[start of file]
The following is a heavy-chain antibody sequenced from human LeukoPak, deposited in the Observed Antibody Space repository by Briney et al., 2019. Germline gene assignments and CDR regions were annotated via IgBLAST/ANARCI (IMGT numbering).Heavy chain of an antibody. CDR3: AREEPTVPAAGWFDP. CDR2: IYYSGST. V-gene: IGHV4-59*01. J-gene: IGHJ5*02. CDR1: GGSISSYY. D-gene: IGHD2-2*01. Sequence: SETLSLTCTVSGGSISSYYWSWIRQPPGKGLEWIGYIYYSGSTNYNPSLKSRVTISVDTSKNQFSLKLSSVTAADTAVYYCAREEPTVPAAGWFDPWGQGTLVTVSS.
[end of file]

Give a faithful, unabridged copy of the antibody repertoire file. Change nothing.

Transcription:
The following is a heavy-chain antibody sequenced from human LeukoPak, deposited in the Observed Antibody Space repository by Briney et al., 2019. Germline gene assignments and CDR regions were annotated via IgBLAST/ANARCI (IMGT numbering).Heavy chain of an antibody. CDR3: AREEPTVPAAGWFDP. CDR2: IYYSGST. V-gene: IGHV4-59*01. J-gene: IGHJ5*02. CDR1: GGSISSYY. D-gene: IGHD2-2*01. Sequence: SETLSLTCTVSGGSISSYYWSWIRQPPGKGLEWIGYIYYSGSTNYNPSLKSRVTISVDTSKNQFSLKLSSVTAADTAVYYCAREEPTVPAAGWFDPWGQGTLVTVSS.